See also: List of Super Proton Synchrotron experiments

The SPS is now used as the final injector for high-intensity proton beams for the Large Hadron Collider (LHC), which began preliminary operation on 10 September 2008, for which it accelerates protons from 26 GeV to 450 GeV. The LHC itself then accelerates them to several teraelectronvolts (TeV).

Operation as injector still allows continuation of the ongoing fixed-target research program, where the SPS is used to provide 400 GeV proton beams for a number of active fixed-target experiments, notably COMPASS, NA61/SHINE and NA62.

The SPS has served, and continues to be used as a test bench for new concepts in accelerator physics. In 1999 it served as an observatory for the electron cloud phenomenon.[5] In 2003, SPS was the first machine where the Hamiltonian resonance driving terms were directly measured.[6] And in 2004, experiments to cancel the detrimental effects of beam encounters (like those in the LHC) were carried out.[7]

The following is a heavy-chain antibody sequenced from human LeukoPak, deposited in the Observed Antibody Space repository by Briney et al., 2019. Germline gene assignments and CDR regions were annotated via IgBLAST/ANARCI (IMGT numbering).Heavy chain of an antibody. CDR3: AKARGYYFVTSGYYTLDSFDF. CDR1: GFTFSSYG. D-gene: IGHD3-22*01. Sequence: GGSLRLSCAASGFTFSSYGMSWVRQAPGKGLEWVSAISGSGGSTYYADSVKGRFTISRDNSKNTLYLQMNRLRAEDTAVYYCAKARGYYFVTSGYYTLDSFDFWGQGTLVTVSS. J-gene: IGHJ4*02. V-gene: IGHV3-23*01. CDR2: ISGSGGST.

The SPS RF cavities operate at a center frequency of 200.2 MHz.
Major discoveries

Major scientific discoveries made by experiments that operated at the SPS include the following.

1983: The discovery of W and Z bosons in the UA1 and UA2 experiments.[8] The 1984 Nobel Prize in physics was awarded to Carlo Rubbia and Simon van der Meer for the developments that led to this discovery.
1999: The discovery of direct CP violation by the NA48 experiment.[9]

Upgrade for High Luminosity LHC

The Large Hadron Collider will require an upgrade to considerably increase its luminosity during the 2020s. This would require upgrades to the entire linac/pre-injector/injector chain, including the SPS.